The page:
Visiting the Covered Bridges of Western Greene County, Pennsylvania
A few weeks ago, I wrote an article about the three covered bridges in eastern Greene County. So, today, I’m going to cover the four westernmost bridges in the county.
These four bridges are some of the most rural covered bridges you’ll find in the state. In fact, some of the roads that you’ll traverse to see these four bridges can be quite narrow, with relatively high speed limits, and steep drop offs. These roads are definitely some of the craziest public roads I’ve traveled in all of Pennsylvania. Because of this, I would not recommend this trip if there is any chance of ice or snow on the roads.
However, for those that do make the trip, these four covered bridges are some of the most scenic in the state, and a visit is well worth it for those that love to visit covered bridges in Pennsylvania.
The bridges below are listed in a logical loop from Waynesburg, the county seat of Greene County. Should you want to combine these four with even more covered bridges, see my suggestions at the bottom of this article.
Neddie Woods Covered Bridge
Neddie Woods Covered Bridge sits only a few miles outside of downtown Waynesburg, but it’s setting amidst the farms of Greene County make it feel a world away. It was built in 1882, making it the oldest covered bridge remaining in Greene County. Neddie Woods Covered Bridge was named for Civil War veteran Ned A. Wood, who owned the land on which the bridge was built.
The bridge is still open to traffic, but the road it’s on likely sees very little traffic. Neddie Woods Covered Bridge is 40 feet long and crosses Pursley Creek. It was recently refurbished and is in excellent condition.
Getting There: Neddie Woods Covered Bridge is located just off State Route 3013. It is located at the following coordinates: 39.863022, -80.234321.
There is a small area next to the main road that’s big enough for a couple of cars to pull off and look at the bridge.
King Covered Bridge
King Covered Bridge is the southernmost bridge in Greene County, just a couple of miles north of the West Virginia border. It was built in 1890 and crosses 46 feet over Hoover Run.
This bridge was restored about 10 years ago, and is in great shape. Unfortunately, due to its wooded setting and “No Trespassing” signs, it’s a difficult bridge to get much of a view of. That being said, it’s in a very beautiful setting and well-worth visiting.
Getting There: King Covered Bridge is located 8.6 miles south of Neddie Woods Covered Bridge on Kings Sister Hill Road, just off State Route 3013, at the following coordinates: 39.757038, -80.272615.
The distance should be noted by anyone using their phone as a GPS, as I wasn’t able to get cell phone reception at either this bridge or Neddie Woods. While King Covered Bridge sits just off the main road, the natural wood color of the bridge and its wooded setting mean it would be easy to drive right past the bridge.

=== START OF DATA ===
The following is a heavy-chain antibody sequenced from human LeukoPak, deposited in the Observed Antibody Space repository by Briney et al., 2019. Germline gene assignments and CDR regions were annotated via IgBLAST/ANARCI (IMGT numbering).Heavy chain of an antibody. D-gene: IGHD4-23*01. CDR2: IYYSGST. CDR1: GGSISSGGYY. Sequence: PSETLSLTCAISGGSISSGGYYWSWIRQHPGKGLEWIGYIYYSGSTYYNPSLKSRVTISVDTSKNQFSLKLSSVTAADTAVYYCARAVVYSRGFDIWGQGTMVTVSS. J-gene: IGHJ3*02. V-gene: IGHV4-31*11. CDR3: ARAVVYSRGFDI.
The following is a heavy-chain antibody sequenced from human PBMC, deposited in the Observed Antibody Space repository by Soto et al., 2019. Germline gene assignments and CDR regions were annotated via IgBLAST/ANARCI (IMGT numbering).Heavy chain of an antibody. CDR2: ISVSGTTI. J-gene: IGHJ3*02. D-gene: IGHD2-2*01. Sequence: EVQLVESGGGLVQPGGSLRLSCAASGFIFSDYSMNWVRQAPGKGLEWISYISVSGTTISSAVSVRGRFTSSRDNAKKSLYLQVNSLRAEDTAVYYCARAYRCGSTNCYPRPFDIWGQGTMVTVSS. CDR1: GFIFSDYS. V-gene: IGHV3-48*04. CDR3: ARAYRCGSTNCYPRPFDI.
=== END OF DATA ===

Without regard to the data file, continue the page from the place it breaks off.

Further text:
Parking is a bit of a challenge at this bridge because of private property. However, there is a bit of room to pull off the road on the far side of the bridge.
Shriver Covered Bridge
Shriver Covered Bridge is located in one of the most beautiful settings I’ve come across in Pennsylvania. The bridge is in a scenic valley and surrounded by several beautiful farms, making this a fantastic one to visit.
The bridge was built in 1900 and crosses 40 feet over Hargus Creek. The surrounding farms make some viewing angles difficult, but the area around the bridge is treeless and there is a sloping hill just after the bridge that gives a nice view overlooking the bridge.
Getting There: Shriver Covered Bridge is located along Turkey Hollow Road, just off State Route 3011 and a short distance from Highway 18. It is located at the following coordinates: 39.852778, -80.278990.
Shriver Covered Bridge isn’t located very far from Neddie Woods Covered Bridge. So, while I wouldn’t recommend it, those short on time could consider skipping King Covered Bridge and coming straight to Shriver Covered Bridge instead.
Scott Covered Bridge
Scott Covered Bridge is the westernmost covered bridge in Greene County. It was built in 1885 and crosses 41 feet over Ten Mile Creek.
This bridge is set along the edge of a wood line and is surrounded by dense underbrush. While it makes the bridge hard to photograph, it does provide a setting that’s a bit different from the other covered bridges in Greene County.
Getting There: Scott Covered Bridge is located just off Highway 21 at the following coordinates: 39.887640, -80.325583. Parking here is a bit tricky as there is nowhere to park next to the bridge. The best place seems to be a small gravel around where Highway 21 intersects with Covered Bridge Road. From here, it’s about 150 yards to the bridge.
Visiting Even More Covered Bridges in Southwestern Pennsylvania
Greene County and Washington County have one of the highest concentrations of covered bridges that you’ll find anywhere in the state. Should you want to combine these four covered bridges with others in the area, you have a few options.
To see the remaining covered bridges in the county, I would recommend first doing the covered bridges of eastern Greene County. You can easily do the bridges opposite the order listed, and then do the bridges above the order listed here.
Conversely, the driving guide for the covered bridges of Greene and Washington County, has you do the covered bridges of eastern Greene County in the order they were listed. Then, do the covered bridges in the western part of the county in the following order: King, Shriver, Scott, and Neddie Woods.
You can also pick up some of the covered bridges in Washington County. Both Longdon Covered Bridge and Day Covered Bridge are close by. You can find more information on those covered bridges by requesting the brochure I linked to above.
[Click here for information on how to use coordinates listed in this article to find your destination.]